Ernest Lehman, Screenwriter of "The Sound of Music" and "West Side Story," Dead at 89

Obituaries   Ernest Lehman, Screenwriter of "The Sound of Music" and "West Side Story," Dead at 89
 
Ernest Lehman, the screenwriter to helped expand The Sound of Music and West Side Story to the big screen, died July 2 in Los Angeles at the age of 89, according to The New York Times.
Ernest  Lehman
Ernest Lehman

His wife Laurie said the apparent cause of death was a heart attack.

Among Mr. Lehman's screenplay credits were "North by Northwest" and (with Clifford Odets) "Sweet Smell of Success." The latter was drawn from a novella ("Tell Me About It Tomorrow," 1950) he had written based on his experience working for famed press agent Irving Hoffman in Depression-era Manhattan. When the story was published in Cosmopolitan, people wildly assumed the tale of vengeful columnist J.J. Hunsecker and his toadying sidekick, press agent Sidney Falco, was about Walter Winchell. Lehman told Neal Gabler, author of a biography of Winchell, that his fellow press agents avoided him after that, for fear of Winchell's retribution. Hoffman, meanwhile, thought Falco was meant to be an unflattering portrait of him. Asked by the offended Hoffman why he had written the story, Lehman replied, "You made me write all those goddamned paragraphs for the Hollywood Reporter when all I had was time and what was left of my brain to write short stories."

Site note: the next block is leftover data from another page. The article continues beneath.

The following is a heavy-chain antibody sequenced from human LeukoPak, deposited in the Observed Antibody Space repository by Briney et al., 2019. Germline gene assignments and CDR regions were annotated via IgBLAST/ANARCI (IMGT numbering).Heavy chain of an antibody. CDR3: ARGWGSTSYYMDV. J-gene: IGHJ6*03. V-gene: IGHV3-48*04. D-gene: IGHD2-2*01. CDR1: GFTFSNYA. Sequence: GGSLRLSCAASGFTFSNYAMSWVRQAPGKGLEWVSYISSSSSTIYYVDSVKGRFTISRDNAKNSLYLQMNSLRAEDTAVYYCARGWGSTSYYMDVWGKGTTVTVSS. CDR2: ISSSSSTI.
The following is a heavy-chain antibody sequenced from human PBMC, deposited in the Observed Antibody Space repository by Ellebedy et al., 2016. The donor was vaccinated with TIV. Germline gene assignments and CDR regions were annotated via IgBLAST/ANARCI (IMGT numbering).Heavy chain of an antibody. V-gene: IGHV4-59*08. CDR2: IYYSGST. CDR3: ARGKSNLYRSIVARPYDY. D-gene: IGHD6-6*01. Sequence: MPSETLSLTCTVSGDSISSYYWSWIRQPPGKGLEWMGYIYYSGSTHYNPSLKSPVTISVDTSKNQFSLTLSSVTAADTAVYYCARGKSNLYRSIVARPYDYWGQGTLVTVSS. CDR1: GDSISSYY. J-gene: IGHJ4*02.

The movie and novella also inspired a 2002 Broadway musical of the same name. He was one of the producers of the stage show.

Mr. Lehman was respected for his ability to adapt plays and musicals for the screen. Fans seem to agree that "The Sound of Music" is a more shapely piece of storytelling than its stage version, although the changes from stage to screen were surely also due to the fact that Richard Rodgers was still alive for its making and that director Robert Wise worked on the project.

Wise also directed Mr. Lehman's screenplay of "West Side Story," the storytelling of which is also slightly different than on stage (the order of musical numbers is changed, and one ballet was excised). Mr. Lehman also wrote screenplays of Rodgers and Hammerstein's "The King and I" and Edward Albee's "Who's Afraid of Virginia Woolf?" (which he also produced).

For director Billy Wilder, he wrote the screenplay of "Sabrina." He also produced the films "Hello, Dolly!" and "Portnoy's Complaint" (which he directed).

In 2001, Mr. Lehman was the first screenwriter to receive a lifetime achievement award from the Academy of Motion Picture Arts and Sciences.

As a screenwriter, Mr. Lehman was nominated for four Academy Awards — for "Sabrina," "North by Northwest," "West Side Story" and "Who's Afraid Virginia Woolf?" He was Oscar nominated as a producer for "Virginia Woolf" and "Hello, Dolly!"

Mr. Lehman was a Manhattan native raised in Woodmere, NY. After earning a bachelor's degree from City College, he was a freelance fiction writer.

According to The Times, Mr. Lehman's first wife, the former Jacqueline Shapiro, died in 1994. He is survived by his second wife, the former Laurie Sherman; two children from his first marriage: Roger, of Ho Chi Minh City, and Alan, of Manhattan; a son from his second marriage, Jonathan, of Los Angeles; and two grandchildren.

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